Kimono Designs: 9 Must-See Japanese Masterpieces


Kimono Designs: 9 Must-See Japanese Masterpieces

by Anna Jamieson | CRAFT

Uchikake, from the V&A Museum

The kimono is one of Japan’s most recognizable cultural symbols. The rich array of designs and patterns that they present are the result of time-honored craftsmanship and original creativity. Kimono are intended to be appreciated beyond their function as an art form in their own right.

We’ve selected some of the most sublime, unusual and ornate kimono designs in museum collections in Japan and across the world; showcasing both traditional and one-of-a-kind motifs, as well as the enduring techniques and innovative ideas employed to make these exquisite artworks.

Whether you’re looking for design inspiration or simply to learn more about kimono, read on to explore 9 examples of finest Japanese kimono you can find!

Wherever you are in the world, you can shop for authentic Japanese kimono and yukata at the Japan Objects Store, or if you want to hit the streets in Japan take a look at our guides to the best stores in Tokyo and Kyoto.


1. Mount Fuji

Mount Fuji Kosode Kimono, from the Nara Prefectural Museum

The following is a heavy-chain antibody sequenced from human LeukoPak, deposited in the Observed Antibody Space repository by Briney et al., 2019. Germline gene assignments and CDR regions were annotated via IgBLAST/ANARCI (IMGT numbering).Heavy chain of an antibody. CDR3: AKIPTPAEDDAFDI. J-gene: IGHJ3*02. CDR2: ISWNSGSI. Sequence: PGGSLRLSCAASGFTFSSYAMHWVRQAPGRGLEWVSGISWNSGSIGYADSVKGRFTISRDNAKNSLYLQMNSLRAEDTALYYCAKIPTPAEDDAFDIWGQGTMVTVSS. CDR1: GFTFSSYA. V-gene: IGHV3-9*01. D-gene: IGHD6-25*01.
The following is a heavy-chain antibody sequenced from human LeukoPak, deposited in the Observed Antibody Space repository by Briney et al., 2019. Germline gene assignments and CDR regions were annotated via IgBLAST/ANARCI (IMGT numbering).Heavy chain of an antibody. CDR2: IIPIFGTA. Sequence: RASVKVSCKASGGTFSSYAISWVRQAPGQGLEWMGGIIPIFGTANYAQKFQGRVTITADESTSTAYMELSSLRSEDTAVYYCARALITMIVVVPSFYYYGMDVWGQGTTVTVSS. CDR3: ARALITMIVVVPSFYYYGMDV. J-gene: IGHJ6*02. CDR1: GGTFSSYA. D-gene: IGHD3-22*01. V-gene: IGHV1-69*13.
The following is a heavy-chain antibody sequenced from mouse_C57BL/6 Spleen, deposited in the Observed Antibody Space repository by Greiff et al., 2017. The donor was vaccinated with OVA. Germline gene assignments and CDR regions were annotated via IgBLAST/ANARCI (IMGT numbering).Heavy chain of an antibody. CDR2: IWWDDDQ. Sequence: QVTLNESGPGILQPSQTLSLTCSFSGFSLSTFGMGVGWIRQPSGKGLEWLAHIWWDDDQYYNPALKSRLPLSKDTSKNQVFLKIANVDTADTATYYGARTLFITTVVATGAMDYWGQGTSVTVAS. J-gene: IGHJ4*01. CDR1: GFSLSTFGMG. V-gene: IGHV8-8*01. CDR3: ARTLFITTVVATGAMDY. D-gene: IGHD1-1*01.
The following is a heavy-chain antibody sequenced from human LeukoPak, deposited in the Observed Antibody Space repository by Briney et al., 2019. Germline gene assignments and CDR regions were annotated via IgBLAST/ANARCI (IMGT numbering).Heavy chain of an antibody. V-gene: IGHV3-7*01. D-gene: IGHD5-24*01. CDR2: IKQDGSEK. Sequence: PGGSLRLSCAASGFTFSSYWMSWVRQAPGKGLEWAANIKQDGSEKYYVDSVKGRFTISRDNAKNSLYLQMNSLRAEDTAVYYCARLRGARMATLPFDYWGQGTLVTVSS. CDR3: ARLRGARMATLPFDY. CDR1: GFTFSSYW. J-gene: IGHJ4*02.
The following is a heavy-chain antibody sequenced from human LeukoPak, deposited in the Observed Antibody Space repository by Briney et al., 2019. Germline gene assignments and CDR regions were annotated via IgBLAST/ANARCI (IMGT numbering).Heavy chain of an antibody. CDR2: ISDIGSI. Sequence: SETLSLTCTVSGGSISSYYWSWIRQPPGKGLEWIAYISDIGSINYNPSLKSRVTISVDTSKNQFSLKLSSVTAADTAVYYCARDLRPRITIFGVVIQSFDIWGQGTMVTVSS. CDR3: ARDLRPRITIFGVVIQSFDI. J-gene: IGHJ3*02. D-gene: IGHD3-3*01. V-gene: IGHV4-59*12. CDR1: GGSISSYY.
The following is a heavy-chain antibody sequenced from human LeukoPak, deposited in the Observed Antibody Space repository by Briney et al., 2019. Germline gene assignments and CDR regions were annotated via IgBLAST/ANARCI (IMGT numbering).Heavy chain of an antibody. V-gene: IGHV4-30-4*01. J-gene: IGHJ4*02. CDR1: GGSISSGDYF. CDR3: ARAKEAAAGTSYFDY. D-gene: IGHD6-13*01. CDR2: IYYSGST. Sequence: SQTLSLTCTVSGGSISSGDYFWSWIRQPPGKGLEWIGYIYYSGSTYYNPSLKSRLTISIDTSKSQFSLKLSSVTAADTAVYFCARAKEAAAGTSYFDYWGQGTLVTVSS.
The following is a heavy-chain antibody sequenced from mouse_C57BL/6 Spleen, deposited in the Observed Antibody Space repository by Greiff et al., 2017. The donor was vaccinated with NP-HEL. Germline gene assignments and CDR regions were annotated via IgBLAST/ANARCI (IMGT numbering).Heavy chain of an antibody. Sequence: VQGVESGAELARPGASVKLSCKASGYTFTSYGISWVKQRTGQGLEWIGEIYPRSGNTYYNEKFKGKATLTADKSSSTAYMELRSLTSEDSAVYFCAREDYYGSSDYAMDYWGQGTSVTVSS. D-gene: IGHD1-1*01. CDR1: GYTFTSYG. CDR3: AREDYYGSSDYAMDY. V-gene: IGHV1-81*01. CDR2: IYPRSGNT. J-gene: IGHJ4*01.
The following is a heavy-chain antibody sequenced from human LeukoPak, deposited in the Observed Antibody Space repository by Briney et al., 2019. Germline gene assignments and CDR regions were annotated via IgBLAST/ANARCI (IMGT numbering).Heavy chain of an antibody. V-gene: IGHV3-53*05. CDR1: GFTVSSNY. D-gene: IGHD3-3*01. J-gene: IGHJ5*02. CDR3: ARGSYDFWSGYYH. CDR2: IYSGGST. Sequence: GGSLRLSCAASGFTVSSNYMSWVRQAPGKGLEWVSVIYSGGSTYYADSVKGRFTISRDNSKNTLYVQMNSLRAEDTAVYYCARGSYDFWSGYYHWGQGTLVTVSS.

Mount Fuji takes center stage in this striking kimono design, with gorgeous abstract swirls of white representing the clouds that circle aroud Fuji-san’s crested top. As they billow and curl, you can see dragons start to take form among them

This kimono takes the shape of a kosode, the basic Japanese robe shape. Suitable for both men and women, kosode means small sleeve and refers to the sleeve’s opening. This particular nineteenth-century garment can be found in Nara Prefectural Museum. With its soft colours, subtle tones of icy blues, grays and peach and silk texture, it’s no wonder this is one of the treasures of the museum’s collection.

Natural motifs commonly appear within kimono patterns, and it’s no surprise that Mount Fuji with its auspicious symbolism should be one of the most popular designs.

Take a look at our helpful Visual Guide for explanations of the different types of kimono.


2. A Dyeing Art

© Itchiku Kubota, Fuji and Burning Clouds

In this piece, a highlight from the renowned Kubota Collection, Fuji once again breathes drama into the scene: set against a sunset sky, and framed by a flickering abundance of burning, fiery red clouds. Itchiku Kubota, long considered the most important Japanese textile artist of the 20th century, is responsible for rediscovering an ancient Japanese dyeing technique.

This 15th century Tsujigahana technique relied on tie-dye, using drawings and foil impressions to create its designs. Through this method, each kimono design takes a staggering year and a half to complete. By the end of the 16th century such time-consuming skills were gradually abandoned for more efficient methods. But Kubota recognized the unique potential for the creation of his own art, and worked over several decades to revive the lost technique, now commonly known as Itchiku Tsujigahana.